How Suburban Schools Are Struggling with Low-Income Students and Students of Color in Their Schools
Chapter 2. Barrow County: An Example of the New Suburbia
← 20 | 21 →Chapter Two
There have been too few studies about the ways in which suburban schools are addressing demographic change. There are district level studies like the work of Orfield and Frankenberg (2012) which made an important contribution by interviewing school district leaders and finding out what their approaches were to a diversifying school population. Cooper (2009), Evans (2007), and Holme et al. (2014) have begun to look at the ways those district policies are playing out at the school level. Looking inside schools can tell us how teachers and students are negotiating cultural and power differences day to day and how the intersecting factors of curriculum and assessment, staffing, staff beliefs, leadership, as well as the broader context of racial and economic segregation impact the daily lives of suburban low-income students and students of color.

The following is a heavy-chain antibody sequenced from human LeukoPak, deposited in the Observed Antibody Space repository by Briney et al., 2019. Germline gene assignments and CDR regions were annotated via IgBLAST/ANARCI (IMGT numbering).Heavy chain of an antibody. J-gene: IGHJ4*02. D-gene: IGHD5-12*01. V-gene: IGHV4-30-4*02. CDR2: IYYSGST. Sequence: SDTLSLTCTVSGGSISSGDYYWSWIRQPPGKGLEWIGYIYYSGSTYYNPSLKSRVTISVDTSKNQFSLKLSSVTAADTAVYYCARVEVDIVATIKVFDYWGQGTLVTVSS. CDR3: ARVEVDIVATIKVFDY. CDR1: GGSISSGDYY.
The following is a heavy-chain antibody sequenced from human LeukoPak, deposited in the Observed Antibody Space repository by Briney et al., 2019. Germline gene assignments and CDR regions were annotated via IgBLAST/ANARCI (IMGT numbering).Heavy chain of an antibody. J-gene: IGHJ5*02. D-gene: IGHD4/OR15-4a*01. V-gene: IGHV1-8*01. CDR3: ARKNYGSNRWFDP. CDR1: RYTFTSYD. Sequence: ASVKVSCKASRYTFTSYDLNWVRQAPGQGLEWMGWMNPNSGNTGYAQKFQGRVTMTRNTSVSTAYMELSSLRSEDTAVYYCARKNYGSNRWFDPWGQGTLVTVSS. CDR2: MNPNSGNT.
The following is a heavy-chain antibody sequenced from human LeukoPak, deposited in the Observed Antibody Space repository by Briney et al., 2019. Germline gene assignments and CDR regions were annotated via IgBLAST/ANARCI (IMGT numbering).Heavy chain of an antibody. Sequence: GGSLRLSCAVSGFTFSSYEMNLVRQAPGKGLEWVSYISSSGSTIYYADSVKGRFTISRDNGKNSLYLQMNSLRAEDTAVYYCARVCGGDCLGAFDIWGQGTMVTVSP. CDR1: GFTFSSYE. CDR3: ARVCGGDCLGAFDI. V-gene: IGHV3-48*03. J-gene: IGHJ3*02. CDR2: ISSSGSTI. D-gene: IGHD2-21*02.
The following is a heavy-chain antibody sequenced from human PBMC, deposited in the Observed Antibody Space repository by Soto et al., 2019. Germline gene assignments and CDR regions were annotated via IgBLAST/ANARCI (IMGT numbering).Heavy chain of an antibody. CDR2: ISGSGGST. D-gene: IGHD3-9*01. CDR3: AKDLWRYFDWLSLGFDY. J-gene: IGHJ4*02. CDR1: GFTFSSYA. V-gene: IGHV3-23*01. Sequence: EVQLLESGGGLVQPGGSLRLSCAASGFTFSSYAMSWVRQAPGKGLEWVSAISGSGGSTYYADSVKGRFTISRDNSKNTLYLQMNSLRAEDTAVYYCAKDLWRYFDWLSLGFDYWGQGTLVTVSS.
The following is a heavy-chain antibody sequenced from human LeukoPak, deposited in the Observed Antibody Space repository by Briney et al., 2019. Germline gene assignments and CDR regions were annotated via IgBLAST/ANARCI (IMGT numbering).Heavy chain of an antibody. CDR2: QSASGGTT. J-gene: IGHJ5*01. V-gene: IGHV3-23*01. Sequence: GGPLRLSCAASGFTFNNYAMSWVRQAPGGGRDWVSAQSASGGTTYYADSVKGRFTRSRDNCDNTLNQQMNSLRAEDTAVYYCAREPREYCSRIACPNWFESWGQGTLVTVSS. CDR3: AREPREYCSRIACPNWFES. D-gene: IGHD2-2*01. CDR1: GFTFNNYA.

By taking a look at one suburban district, Barrow County,1 we can see how these issues have played out in the lives of real people. Before looking at the schools themselves, it will be helpful to understand the context for the larger suburban district, its history, and its current context. This chapter will provide an overview of Barrow County and will set the stage for a set of case studies that look deeply into middle schools in the suburban district.
There are many different kinds of suburban districts (Orfield & Frankenberg, 2012). Some are a string of small communities, and others are full suburban counties. Orfield...
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